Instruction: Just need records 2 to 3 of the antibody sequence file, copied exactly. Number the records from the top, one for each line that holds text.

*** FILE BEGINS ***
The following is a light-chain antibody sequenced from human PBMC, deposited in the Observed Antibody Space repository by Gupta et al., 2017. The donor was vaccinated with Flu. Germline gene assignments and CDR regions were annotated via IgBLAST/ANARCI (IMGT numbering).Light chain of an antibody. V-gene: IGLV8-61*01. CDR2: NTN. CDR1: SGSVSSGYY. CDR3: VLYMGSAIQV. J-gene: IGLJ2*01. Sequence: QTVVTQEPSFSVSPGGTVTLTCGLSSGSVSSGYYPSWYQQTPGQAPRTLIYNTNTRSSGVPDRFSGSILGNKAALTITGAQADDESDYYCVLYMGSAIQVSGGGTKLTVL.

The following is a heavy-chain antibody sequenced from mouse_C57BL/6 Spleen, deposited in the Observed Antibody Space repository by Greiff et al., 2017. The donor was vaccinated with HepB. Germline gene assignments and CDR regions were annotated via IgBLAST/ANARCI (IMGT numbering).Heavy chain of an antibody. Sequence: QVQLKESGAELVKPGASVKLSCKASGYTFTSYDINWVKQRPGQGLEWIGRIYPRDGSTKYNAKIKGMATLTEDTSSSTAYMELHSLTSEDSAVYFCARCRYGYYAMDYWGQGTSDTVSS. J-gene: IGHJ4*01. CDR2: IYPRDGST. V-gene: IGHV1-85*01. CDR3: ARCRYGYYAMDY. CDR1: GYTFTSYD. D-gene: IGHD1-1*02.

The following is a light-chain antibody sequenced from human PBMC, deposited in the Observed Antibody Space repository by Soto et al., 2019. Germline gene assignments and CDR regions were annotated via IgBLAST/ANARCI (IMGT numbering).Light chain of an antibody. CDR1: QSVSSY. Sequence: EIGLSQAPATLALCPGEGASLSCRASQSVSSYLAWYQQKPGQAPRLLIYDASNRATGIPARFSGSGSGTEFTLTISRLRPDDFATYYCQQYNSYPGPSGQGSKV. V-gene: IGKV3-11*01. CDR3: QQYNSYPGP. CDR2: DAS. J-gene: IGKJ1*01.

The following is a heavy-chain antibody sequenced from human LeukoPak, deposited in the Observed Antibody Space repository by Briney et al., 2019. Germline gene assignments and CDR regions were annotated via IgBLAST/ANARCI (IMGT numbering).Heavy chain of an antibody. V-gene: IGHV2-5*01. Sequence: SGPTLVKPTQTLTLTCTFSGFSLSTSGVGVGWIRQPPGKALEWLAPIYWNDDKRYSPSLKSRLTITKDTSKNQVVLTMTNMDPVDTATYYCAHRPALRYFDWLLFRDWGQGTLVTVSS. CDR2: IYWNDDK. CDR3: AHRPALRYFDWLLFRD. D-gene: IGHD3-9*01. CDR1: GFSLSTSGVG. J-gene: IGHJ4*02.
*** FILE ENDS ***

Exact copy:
The following is a heavy-chain antibody sequenced from mouse_C57BL/6 Spleen, deposited in the Observed Antibody Space repository by Greiff et al., 2017. The donor was vaccinated with HepB. Germline gene assignments and CDR regions were annotated via IgBLAST/ANARCI (IMGT numbering).Heavy chain of an antibody. Sequence: QVQLKESGAELVKPGASVKLSCKASGYTFTSYDINWVKQRPGQGLEWIGRIYPRDGSTKYNAKIKGMATLTEDTSSSTAYMELHSLTSEDSAVYFCARCRYGYYAMDYWGQGTSDTVSS. J-gene: IGHJ4*01. CDR2: IYPRDGST. V-gene: IGHV1-85*01. CDR3: ARCRYGYYAMDY. CDR1: GYTFTSYD. D-gene: IGHD1-1*02.

The following is a light-chain antibody sequenced from human PBMC, deposited in the Observed Antibody Space repository by Soto et al., 2019. Germline gene assignments and CDR regions were annotated via IgBLAST/ANARCI (IMGT numbering).Light chain of an antibody. CDR1: QSVSSY. Sequence: EIGLSQAPATLALCPGEGASLSCRASQSVSSYLAWYQQKPGQAPRLLIYDASNRATGIPARFSGSGSGTEFTLTISRLRPDDFATYYCQQYNSYPGPSGQGSKV. V-gene: IGKV3-11*01. CDR3: QQYNSYPGP. CDR2: DAS. J-gene: IGKJ1*01.